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One year after ChatGPT’s launch, artificial intelligence (AI) continues to dominate the hype cycle across software development, software testing, and test automation. As exciting as it is to see new AI capabilities and tools emerge, time-crunched QA teams are forced to consider how much time and effort needs to be invested in learning AI skills. Between increasing the output of development pipelines, DORA metrics and DevOps maturity, and expanding their team’s test automation strategy, software testers need to invest their valuable time and effort in skills that will help them navigate the long-term future of AI in software testing. 

The Different Types of AI Tools

Before diving into how AI will impact test automation and software testing, it’s important to understand the different types of AI. 

  • Expert systems combine human expertise with machine speed and efficiency. Best suited for accelerating simple decision making and task automation, test automation tools utilizing expert systems include many low-code platforms, including mabl.
  • Machine learning tools learn patterns among large amounts of data. Ideal for drawing conclusions about new data in scenarios with specific or large numbers of parameters, machine learning is commonly used for content recommendations on streaming platforms. 
  • Machine vision is a subset of machine learning focused around image recognition. Existing tools include Google translate from images and facial recognition in images.  
  • Natural language processing uses machine learning to make decisions about text. Current AI tools using natural language processing include Grammarly. 
  • Generative AI learns patterns and generates similar data based on a given input. One of the buzziest and fastest growing areas in AI, existing generative AI tools include ChatGPT, Bard, Bing, and GitHub Copilot. 

The last example under generative AI, GitHub Copilot, is just one example of the growing range of AI tools built specifically for software development. With more organizations reducing budgets and facing competitive markets, there’s no question that the coming year will be focused on integrating AI tools into development pipelines.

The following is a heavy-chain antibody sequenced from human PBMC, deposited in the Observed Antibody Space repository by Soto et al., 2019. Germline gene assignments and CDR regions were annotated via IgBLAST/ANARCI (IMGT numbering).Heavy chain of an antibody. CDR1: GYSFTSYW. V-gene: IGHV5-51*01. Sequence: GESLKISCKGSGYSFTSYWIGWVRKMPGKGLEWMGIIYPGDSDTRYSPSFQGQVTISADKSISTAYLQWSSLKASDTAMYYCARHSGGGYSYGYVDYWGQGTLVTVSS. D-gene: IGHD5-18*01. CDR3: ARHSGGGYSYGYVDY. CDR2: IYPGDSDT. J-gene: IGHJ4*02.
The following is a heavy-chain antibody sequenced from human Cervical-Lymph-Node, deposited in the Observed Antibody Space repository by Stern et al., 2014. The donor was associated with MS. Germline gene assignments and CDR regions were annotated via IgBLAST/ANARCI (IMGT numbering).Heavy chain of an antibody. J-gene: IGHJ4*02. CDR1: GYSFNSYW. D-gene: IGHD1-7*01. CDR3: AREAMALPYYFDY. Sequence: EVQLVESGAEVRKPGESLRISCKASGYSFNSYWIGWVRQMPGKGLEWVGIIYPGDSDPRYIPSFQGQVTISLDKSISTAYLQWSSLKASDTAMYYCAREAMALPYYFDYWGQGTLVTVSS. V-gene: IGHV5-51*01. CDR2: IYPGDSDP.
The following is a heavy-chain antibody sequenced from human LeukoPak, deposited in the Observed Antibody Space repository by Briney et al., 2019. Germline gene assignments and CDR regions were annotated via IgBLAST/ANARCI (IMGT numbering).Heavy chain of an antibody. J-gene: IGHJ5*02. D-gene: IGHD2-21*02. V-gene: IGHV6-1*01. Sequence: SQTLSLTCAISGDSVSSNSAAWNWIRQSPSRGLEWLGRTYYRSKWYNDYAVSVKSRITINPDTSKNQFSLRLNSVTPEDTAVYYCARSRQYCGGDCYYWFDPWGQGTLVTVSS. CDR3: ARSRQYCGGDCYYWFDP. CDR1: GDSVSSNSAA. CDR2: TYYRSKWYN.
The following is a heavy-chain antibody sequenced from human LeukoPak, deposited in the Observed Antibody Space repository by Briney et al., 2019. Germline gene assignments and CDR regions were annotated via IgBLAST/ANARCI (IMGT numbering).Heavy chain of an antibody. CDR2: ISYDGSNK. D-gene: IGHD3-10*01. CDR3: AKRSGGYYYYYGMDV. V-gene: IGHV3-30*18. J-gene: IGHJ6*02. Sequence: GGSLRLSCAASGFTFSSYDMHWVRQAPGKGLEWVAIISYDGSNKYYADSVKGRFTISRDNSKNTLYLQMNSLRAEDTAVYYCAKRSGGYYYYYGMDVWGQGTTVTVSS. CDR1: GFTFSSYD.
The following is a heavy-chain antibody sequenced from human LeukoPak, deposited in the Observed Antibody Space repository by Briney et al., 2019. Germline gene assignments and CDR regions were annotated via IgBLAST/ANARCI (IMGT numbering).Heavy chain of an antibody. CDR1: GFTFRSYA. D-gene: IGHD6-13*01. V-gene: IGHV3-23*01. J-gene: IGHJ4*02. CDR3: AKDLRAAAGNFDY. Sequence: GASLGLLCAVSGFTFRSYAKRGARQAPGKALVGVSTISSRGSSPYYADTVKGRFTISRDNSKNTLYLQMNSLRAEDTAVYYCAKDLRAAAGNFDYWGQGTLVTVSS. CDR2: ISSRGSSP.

Understanding AI in Software Development 

Popular software development forum (and mabl customer) Stack Overflow found that 70% of developers were already using AI tools as part of their work, or planning to start using them soon. Gartner further affirmed this trend in a recent article, predicting that 70% of professional developers will be using AI-powered tools by 2027. 

For now, AI tools aren’t being used for software testing. The same Stack Overflow survey found that the vast majority of early AI adopters were using AI to write code (82.55%), followed by debugging (48.89%), documenting code (34.37%), and learning about their codebase (30.1%). Only 23.87% reported using AI tools in software testing.

Despite the slower adoption of AI in software testing, Stack Overflow found that 55.17% of developers were interested in using AI for testing, the highest level of interest across all use cases. AI is clearly seen as a productivity booster for many developers, and quality teams have an opportunity to play an important role in ensuring code quality through this transformation.

AI Test Automation Tools and Applying AI to Software Testing

Mabl’s 2022 Testing in DevOps Report asked 560 software developers and QA professionals how they spend their time focused on software testing. Despite the wide range of tasks involved in software testing, test planning/test case management and test maintenance emerged as the clear “winners'' with 56% and 39% of respondents reporting them as their top two most time-consuming activities. 

When it comes to improving test coverage and achieving quality engineering goals, test planning and test maintenance aren’t the most effective ways for QA teams to spend a plurality (or majority) of their time. Luckily AI tools can help reduce the burden of these tasks so quality professionals can invest more time in higher impact work. 

AI Test Automation Tools Will Help Decide What to Test 

Test case management is both an art and a science: as much as QA teams can predict customer needs based on current user behavior patterns, sudden changes instigated by app updates, new features or products, or changing consumer trends can still disrupt existing habits. Generative AI has the potential to augment quality engineering expertise and knowledge by further refining the test planning process. 

Large language models (LLMs) generate insights based on language, particularly text. Fortunately for quality professionals, a significant amount of data specific to their product and users already exists across help documentation, Frequently Asked Questions (FAQs), company websites, and internal documentation. These documents and web pages contain a wealth of information that can be used to define product features, testing needs, and user behaviors.